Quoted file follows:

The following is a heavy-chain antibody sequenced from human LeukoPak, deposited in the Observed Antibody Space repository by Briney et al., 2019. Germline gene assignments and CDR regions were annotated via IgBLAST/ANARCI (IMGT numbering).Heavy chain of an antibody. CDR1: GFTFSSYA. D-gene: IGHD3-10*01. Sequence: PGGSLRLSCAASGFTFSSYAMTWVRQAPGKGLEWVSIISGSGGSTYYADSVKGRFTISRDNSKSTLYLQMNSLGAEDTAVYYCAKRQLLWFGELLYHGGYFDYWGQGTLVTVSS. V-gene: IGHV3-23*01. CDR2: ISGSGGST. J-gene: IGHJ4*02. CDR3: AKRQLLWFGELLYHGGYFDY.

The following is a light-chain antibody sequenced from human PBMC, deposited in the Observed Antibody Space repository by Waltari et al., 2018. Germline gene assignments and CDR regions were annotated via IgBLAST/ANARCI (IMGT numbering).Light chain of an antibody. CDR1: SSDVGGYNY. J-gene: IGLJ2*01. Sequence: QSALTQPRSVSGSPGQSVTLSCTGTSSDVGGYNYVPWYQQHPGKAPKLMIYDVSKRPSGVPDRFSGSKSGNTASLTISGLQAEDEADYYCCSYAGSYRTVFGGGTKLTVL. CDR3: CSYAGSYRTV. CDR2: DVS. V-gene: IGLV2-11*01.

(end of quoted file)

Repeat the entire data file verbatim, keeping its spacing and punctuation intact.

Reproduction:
The following is a heavy-chain antibody sequenced from human LeukoPak, deposited in the Observed Antibody Space repository by Briney et al., 2019. Germline gene assignments and CDR regions were annotated via IgBLAST/ANARCI (IMGT numbering).Heavy chain of an antibody. CDR1: GFTFSSYA. D-gene: IGHD3-10*01. Sequence: PGGSLRLSCAASGFTFSSYAMTWVRQAPGKGLEWVSIISGSGGSTYYADSVKGRFTISRDNSKSTLYLQMNSLGAEDTAVYYCAKRQLLWFGELLYHGGYFDYWGQGTLVTVSS. V-gene: IGHV3-23*01. CDR2: ISGSGGST. J-gene: IGHJ4*02. CDR3: AKRQLLWFGELLYHGGYFDY.

The following is a light-chain antibody sequenced from human PBMC, deposited in the Observed Antibody Space repository by Waltari et al., 2018. Germline gene assignments and CDR regions were annotated via IgBLAST/ANARCI (IMGT numbering).Light chain of an antibody. CDR1: SSDVGGYNY. J-gene: IGLJ2*01. Sequence: QSALTQPRSVSGSPGQSVTLSCTGTSSDVGGYNYVPWYQQHPGKAPKLMIYDVSKRPSGVPDRFSGSKSGNTASLTISGLQAEDEADYYCCSYAGSYRTVFGGGTKLTVL. CDR3: CSYAGSYRTV. CDR2: DVS. V-gene: IGLV2-11*01.